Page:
Today is my 11-year anniversary with Type 1 diabetes. This week has been a rollercoaster (though I am amazed at how much I can accomplish on so little sleep). Apparently, I’ve been holding in a lot of stress. Shocking. But bodies are perceptive that way (blood sugar levels included).
I haven’t seen a familiar face in four weeks (excluding video chats). The time has surprisingly gone by fast. But even if I am enjoying my newfound freedom and the productive self-isolation sessions, there is something missing beneath the surface. And that subtle ache pulls at me – materializing in my nightly, often anxiety-ridden dreams and blinking at me through the sun slants of the window pane.
I am not quite whole. I have felt broken before. And at times like these when I need to be reminded of my own resilience and feel empowered among circumstances outside of my control, I consult my favorite cinematic moments – scenes that are not necessarily award-winning but still inspire me and encourage me to find the strength to carry on.
Many of these movies (spoilers ahead) focus on a leader or woman (or sometimes that inner voice) overcoming adversity (often through innovative approaches) and subsequently inspiring others through their courage to stay true to who they are, follow their dreams and stand up for what they deserve. Continue reading
Nine years ago, this month, I was diagnosed with Type 1 diabetes. What exactly was going through my head that fateful day? I didn’t write much in those first few months getting to know my incurable chronic condition, but I did take the time to document my experience in the hospital post-diagnosis. The following excerpt would eventually inspire my book, Sugarcoated. I’ve trimmed some of the content for this blog.
Me writing in Paris a year before I found out I had Type 1 diabetes
I hear the drum of the metal cart on the tile floor, its rusted wheel curved backwards towards the slanted door. Its heavy frame makes a swishing sound when the nurse appears, and I cuddle beneath the thin scraps of my blanket. She checks my IV with a smile, and I no longer try to conceal my runaway tears. She says if I need anything to call, and she will be back in an hour to administer my long-lasting insulin injection. I hardly know what she’s saying, let alone believe that I need insulin to live. The door’s shadow disappears behind her, and once again, I’m left alone to the static television and a view of the parking lot.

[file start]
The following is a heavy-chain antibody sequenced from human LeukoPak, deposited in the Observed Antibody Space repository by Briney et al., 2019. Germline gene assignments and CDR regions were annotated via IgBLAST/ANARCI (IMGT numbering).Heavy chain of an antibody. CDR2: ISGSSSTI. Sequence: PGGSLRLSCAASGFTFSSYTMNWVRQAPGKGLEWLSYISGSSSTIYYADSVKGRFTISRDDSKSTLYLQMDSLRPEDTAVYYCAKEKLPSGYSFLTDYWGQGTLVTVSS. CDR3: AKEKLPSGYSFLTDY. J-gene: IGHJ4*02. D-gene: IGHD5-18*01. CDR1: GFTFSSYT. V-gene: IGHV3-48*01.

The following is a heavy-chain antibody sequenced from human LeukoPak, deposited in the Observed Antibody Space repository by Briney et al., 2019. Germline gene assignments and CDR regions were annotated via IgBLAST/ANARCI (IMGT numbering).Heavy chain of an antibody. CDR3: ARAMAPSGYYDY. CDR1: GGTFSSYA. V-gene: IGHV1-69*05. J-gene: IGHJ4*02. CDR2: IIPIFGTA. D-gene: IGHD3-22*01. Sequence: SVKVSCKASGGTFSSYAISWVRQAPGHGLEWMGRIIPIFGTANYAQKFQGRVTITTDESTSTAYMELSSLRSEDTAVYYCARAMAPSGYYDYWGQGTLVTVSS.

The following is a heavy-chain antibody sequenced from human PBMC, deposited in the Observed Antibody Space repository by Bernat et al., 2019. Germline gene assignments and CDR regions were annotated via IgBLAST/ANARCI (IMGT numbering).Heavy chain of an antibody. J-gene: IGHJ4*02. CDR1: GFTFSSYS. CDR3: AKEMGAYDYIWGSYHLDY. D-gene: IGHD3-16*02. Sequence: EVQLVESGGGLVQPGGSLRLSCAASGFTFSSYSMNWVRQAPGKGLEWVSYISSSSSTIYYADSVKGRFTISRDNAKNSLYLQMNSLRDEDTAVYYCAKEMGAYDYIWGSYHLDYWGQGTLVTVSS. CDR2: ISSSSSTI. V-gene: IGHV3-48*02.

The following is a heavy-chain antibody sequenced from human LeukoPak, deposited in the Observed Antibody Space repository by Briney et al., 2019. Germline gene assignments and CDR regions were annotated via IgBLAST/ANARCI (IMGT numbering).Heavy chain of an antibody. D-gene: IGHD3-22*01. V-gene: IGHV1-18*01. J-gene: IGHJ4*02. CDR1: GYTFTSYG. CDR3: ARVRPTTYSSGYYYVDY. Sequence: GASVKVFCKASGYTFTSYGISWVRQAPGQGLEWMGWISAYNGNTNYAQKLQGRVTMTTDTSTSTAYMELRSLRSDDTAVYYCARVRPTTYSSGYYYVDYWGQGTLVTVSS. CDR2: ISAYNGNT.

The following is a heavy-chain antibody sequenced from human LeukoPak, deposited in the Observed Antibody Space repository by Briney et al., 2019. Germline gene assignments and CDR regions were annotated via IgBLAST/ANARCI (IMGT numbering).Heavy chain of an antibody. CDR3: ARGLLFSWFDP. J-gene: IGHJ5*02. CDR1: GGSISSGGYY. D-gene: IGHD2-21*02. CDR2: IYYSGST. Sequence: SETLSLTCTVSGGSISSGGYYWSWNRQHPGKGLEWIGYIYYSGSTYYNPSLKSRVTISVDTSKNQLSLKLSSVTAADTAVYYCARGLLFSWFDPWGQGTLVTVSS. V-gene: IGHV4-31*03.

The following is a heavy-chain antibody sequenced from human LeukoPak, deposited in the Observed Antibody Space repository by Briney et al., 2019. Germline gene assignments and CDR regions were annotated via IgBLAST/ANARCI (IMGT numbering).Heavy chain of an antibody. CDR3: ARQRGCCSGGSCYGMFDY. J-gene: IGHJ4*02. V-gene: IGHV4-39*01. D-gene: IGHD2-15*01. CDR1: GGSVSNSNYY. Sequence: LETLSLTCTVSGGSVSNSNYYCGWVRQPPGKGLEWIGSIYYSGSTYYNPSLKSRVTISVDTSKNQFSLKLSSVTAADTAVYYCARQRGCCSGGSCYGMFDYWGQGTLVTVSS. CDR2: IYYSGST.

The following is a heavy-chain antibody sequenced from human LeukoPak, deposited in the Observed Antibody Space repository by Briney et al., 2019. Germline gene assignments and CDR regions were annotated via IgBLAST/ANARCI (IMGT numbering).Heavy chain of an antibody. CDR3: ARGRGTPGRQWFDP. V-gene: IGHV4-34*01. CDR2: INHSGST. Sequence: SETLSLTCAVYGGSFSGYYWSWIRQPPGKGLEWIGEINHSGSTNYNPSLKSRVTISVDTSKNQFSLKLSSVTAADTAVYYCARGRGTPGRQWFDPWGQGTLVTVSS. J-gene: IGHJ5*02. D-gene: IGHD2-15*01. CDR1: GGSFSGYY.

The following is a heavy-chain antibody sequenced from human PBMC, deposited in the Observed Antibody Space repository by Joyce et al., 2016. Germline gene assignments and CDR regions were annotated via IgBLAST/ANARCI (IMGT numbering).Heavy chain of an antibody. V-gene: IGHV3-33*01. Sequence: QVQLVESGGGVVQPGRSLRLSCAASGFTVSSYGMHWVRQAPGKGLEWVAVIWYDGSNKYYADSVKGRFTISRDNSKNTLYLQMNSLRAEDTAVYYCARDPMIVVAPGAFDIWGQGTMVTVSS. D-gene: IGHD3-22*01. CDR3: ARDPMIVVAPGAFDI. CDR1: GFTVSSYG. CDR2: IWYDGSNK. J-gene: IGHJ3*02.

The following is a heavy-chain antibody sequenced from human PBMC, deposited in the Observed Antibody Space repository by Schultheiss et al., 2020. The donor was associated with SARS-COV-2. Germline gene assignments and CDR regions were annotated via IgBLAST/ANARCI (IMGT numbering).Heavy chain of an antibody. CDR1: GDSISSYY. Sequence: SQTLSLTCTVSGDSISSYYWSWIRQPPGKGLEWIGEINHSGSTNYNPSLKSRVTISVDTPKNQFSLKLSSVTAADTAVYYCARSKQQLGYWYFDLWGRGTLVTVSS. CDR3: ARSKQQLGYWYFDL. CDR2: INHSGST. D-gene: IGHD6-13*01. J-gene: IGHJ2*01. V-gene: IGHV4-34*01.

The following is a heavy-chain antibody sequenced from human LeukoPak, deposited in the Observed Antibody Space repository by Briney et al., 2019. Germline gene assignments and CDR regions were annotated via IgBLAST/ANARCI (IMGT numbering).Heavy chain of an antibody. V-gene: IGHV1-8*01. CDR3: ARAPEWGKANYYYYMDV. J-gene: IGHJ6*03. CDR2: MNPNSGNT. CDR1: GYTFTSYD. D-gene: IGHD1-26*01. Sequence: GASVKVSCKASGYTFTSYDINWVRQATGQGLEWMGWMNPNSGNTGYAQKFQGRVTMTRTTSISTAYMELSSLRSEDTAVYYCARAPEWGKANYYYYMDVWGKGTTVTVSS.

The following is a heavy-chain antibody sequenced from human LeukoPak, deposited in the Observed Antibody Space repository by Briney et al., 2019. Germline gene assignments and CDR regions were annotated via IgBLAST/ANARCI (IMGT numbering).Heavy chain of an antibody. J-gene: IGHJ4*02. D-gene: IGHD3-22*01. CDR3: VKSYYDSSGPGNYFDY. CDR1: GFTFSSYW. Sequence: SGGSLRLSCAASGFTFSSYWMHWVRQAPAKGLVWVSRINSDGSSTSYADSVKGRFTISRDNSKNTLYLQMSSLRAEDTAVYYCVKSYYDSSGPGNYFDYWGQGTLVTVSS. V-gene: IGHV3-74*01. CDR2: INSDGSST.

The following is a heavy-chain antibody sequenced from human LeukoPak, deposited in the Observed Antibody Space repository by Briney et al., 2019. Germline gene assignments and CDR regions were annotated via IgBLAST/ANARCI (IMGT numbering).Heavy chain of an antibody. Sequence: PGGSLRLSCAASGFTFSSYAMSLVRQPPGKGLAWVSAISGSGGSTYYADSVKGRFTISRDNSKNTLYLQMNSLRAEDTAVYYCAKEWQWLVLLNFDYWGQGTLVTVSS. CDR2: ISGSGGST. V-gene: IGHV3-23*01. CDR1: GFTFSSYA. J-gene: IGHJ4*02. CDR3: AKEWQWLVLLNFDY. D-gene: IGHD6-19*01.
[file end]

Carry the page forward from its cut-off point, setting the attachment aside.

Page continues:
I see the lights from a golf course in the distance and think of my boyfriend’s family on Easter, enamored with the flat screen television and shouting with each successful hole. I think of my boyfriend now sitting around the campfire at his aunt and uncle’s house with a good meal in his body – a meal I will potentially never feel again. He boasted about his aunt’s cooking all week, and I looked forward to a weekend with the family and then an afternoon at the Great American Ball Park with my co-worker and her boyfriend. They offered free tickets, four rows up from the dugout, and I even bought an outfit for the event (seeing as I never wore red). I packed my clothes on the way to the hospital in the hopes the doctor would discharge me by early morning.
I look at my flip phone with scratches on the screen, and I wish to see a blinking light, a sign of life, but the battery died from excessive texting. My roommate left me before I realized I had forgotten my charger. The University health center doctor set me up near his practice in Northern Kentucky so he could oversee things, but I feel so disconnected from everyone in Cincinnati. Even my boyfriend’s car could not make the drive across the river, and when my roommate left around dinnertime, I wished for morning. Continue reading